HOUSTON - Two astronauts floated outside the International Space Station on Sunday and finished two of the maintenance tasks on their work list during the final spacewalk of the space shuttle Discovery's visit to the orbiting outpost.
Shuttle astronauts Michael Fossum and Ronald Garan Jr. finished the first and primary task of their excursion: replacing an empty nitrogen tank. Nitrogen gas is used to push ammonia through the station's main cooling system.
After the tank replacement, Fossum completed an extra task he had been given, collecting debris from a solar power wing's rotating joint.
Later in the spacewalk, they planned to remove insulation from wrist and elbow cameras on the robotic arm of the space station's newest room, the $1 billion Japanese lab named Kibo, as well as reinstalling a television camera that had a faulty power unit replaced.
The spacewalk, the third of the mission, began about 30 minutes ahead of schedule.
During the nitrogen tank replacement, Garan went on the ride of his life. While holding the old tank, he was attached to the end of the space station's robotic arm and was swung from the right side of the complex to the left. He was about 24 metres above the station during the manoeuvre. After getting the new tank, he was swung back to the right side, where he installed it.
"It's a lot different with the planet down there," Garan said as he made the trip back with the new tank. The view from his helmet camera showed the space station with the Earth in the background.
"Isn't it a great view?" Fossum said.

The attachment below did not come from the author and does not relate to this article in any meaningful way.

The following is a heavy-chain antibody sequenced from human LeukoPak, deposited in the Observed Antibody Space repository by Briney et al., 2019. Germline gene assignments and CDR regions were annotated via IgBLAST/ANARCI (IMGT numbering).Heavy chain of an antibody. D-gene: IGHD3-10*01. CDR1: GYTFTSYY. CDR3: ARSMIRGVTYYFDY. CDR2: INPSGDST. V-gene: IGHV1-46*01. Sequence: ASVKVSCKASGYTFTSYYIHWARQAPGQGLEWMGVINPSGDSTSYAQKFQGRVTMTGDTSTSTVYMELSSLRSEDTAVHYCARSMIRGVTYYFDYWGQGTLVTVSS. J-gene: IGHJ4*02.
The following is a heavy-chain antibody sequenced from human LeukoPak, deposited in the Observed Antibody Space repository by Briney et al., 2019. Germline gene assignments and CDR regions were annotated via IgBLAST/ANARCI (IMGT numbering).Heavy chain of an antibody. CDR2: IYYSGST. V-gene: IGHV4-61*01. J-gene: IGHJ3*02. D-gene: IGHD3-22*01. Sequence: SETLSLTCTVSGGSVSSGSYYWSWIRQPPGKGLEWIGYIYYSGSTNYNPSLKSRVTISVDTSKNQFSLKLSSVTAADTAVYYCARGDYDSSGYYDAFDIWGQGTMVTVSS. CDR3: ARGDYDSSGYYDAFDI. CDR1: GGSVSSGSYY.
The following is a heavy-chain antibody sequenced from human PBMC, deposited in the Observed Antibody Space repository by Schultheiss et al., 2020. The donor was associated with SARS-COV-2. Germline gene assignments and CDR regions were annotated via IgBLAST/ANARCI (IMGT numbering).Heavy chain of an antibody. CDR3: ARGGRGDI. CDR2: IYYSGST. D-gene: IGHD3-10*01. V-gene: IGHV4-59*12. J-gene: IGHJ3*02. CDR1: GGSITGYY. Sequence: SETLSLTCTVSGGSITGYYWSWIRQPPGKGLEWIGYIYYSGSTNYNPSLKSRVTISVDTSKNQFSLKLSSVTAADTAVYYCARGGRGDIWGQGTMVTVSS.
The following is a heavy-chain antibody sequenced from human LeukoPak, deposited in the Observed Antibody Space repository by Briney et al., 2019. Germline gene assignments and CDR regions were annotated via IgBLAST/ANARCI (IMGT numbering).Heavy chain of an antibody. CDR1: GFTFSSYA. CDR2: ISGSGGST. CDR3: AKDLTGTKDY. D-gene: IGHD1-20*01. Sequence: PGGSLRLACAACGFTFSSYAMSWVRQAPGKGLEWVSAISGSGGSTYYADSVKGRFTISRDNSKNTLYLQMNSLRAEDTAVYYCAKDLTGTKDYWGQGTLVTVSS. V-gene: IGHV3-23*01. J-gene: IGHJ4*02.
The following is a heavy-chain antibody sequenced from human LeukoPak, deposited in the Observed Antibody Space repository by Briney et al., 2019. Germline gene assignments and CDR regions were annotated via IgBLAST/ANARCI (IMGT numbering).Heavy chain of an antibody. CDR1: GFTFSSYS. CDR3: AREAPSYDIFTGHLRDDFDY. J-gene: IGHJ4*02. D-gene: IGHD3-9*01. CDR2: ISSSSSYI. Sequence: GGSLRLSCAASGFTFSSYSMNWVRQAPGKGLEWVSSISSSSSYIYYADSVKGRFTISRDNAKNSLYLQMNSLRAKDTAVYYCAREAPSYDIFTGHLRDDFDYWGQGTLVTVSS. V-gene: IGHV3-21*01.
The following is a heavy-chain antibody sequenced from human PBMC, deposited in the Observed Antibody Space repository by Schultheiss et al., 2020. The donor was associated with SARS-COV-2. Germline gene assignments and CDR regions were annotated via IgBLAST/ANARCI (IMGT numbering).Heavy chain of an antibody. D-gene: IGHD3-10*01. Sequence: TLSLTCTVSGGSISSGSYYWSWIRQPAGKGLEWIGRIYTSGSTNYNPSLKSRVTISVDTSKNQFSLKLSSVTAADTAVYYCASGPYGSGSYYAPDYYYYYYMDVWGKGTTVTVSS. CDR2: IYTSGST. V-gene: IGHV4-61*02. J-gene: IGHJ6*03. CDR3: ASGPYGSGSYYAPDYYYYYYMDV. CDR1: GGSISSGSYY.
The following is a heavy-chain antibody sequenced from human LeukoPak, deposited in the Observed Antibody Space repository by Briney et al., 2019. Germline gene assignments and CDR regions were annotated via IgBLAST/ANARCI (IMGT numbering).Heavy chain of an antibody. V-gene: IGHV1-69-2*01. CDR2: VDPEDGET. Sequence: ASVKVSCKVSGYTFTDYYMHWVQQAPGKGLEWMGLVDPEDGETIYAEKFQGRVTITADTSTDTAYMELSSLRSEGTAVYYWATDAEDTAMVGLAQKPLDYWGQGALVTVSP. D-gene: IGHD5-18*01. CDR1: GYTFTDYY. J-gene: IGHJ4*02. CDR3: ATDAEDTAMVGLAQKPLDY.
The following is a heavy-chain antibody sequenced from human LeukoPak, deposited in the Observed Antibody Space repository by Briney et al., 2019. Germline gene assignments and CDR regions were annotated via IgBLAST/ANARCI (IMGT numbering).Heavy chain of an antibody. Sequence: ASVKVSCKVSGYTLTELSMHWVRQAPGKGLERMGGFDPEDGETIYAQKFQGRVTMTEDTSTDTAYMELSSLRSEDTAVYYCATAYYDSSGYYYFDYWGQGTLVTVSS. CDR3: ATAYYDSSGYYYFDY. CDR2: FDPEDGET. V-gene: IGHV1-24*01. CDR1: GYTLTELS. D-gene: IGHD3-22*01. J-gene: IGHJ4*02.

"Unbelievable," Garan said as the space station's orbit carried them over Peru. "Beautiful."
In his extra task, Fossum collected samples of small amounts of dust-like debris detected on a solar wing rotating joint on the space station's left side.
Engineers will analyze the debris to see if the material can help them figure out why a similar joint on the right side of the station was clogged with metal shavings.
That clogged joint on the right side of the station has been used only sparingly since last fall, hampering generation of electricity. The joints enable the space station's solar power arrays to rotate and track the sun.
The left side joint is working normally and engineers are trying to prevent it from developing similar problems. Fossum said he wasn't worried about the joint.
It "looks to be in pretty darn good shape," he said.
On Saturday, Discovery crew members Akihiko Hoshide and Karen Nyberg moved Kibo's robotic arm for the first time, slightly manoeuvring two of its six joints.
Full deployment of the 10-metre arm will be done after Discovery leaves the station next week. However, it won't be used for any actual work until after the launch into orbit next year of the lab's third and final section - a "porch" for exterior experiments - and a second, smaller robotic arm.
Japanese Prime Minister Yasuo Fukuda spoke to Hoshide and Discovery commander Mark Kelly and congratulated them on Kibo's successful installation.
Kibo, Japanese for hope, was delivered by the shuttle and installed on the space station last week.
Also Saturday, several thermal protective panels on Discovery's right wing that the astronauts had photographed because of some slight pulses in their embedded sensors were given the "all clear," said flight director Annette Hasbrook.
The wing sensors are one of NASA's many safety measures put in place after Columbia was destroyed during re-entry in 2003 as a result of a gashed wing.
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